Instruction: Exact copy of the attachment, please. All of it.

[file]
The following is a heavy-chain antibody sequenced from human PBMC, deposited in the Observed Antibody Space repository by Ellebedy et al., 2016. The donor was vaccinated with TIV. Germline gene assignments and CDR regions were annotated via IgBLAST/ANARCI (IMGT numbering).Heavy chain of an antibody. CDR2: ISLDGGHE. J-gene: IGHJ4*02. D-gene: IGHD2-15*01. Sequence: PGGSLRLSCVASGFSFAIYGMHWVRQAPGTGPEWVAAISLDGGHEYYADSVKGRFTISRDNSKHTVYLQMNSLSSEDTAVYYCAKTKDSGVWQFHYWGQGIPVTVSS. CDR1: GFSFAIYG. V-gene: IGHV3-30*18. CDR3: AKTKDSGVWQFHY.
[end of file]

The following is a heavy-chain antibody sequenced from human PBMC, deposited in the Observed Antibody Space repository by Ellebedy et al., 2016. The donor was vaccinated with TIV. Germline gene assignments and CDR regions were annotated via IgBLAST/ANARCI (IMGT numbering).Heavy chain of an antibody. CDR2: ISLDGGHE. J-gene: IGHJ4*02. D-gene: IGHD2-15*01. Sequence: PGGSLRLSCVASGFSFAIYGMHWVRQAPGTGPEWVAAISLDGGHEYYADSVKGRFTISRDNSKHTVYLQMNSLSSEDTAVYYCAKTKDSGVWQFHYWGQGIPVTVSS. CDR1: GFSFAIYG. V-gene: IGHV3-30*18. CDR3: AKTKDSGVWQFHY.